A SENIOR government minister has said it’s “a pity” that Taoiseach Enda Kenny did not take part in the televised debates on the abolition of the Seanad.
Social Protection Minister Joan Burton responded to the defeat of the government’s proposal saying that the government will now have to discuss how the upper house can be reformed, and suggesting that the matter could be referred to the constitutional convention.
She was at the launch of a remote sign language interpreting service at the Deaf Village facility in Dublin.
Ms Burton was asked if she agreed with criticism of the Taoiseach over his refusal to participate in the Seanad referendum debates and said: “I think the Taoiseach’s a very good debater so I don’t think the debate would have in fact challenged him.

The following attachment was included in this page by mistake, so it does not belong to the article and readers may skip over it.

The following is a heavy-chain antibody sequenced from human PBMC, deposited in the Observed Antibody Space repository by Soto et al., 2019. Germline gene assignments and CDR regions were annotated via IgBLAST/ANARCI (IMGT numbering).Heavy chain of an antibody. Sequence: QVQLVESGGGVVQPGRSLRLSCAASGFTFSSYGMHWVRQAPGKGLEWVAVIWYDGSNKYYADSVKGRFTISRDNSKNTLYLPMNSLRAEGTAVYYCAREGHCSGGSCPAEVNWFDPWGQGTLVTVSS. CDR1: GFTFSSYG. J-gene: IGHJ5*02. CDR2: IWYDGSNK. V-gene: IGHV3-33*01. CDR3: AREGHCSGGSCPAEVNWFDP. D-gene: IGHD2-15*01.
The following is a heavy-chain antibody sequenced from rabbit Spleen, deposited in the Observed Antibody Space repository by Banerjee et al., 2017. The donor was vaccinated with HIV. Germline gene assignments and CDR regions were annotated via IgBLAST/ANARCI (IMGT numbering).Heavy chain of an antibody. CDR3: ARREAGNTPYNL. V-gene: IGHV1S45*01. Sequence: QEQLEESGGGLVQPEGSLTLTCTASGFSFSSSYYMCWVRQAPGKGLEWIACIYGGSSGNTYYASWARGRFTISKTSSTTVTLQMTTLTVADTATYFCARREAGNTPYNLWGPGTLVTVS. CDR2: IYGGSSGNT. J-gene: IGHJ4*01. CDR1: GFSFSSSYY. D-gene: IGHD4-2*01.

“In fact I think he would have done very well.
She added: “I think it was a pity that he didn’t have that opportunity to put the case directly.
“He did that in a lot of other meetings and at a lot of other venues but certainly I think talking to people in the last few days before the vote, it certainly was mentioned significantly that people would have liked to have seen him on a debate or perhaps being interviewed at length on news programmes about why he was in favour of abolition.”
Ms Burton said that the Labour Party’s plan to refer Seanad reform to the constitutional convention may now be re-examined.
“Obviously the Taoiseach himself had a particularly strong view and Fine Gael had in their election manifesto in favour directly of abolition,” she said.
“There were a lot of people in the Labour Party who saw abolition as being the preferential choice.
“But we wanted to actually have the options examined by the convention.
“So it will be a matter for discussion now.”
The proposal to abolish the Seanad was rejected by 51.7pc of voters in a result that the Taoiseach described as a political “walloping”.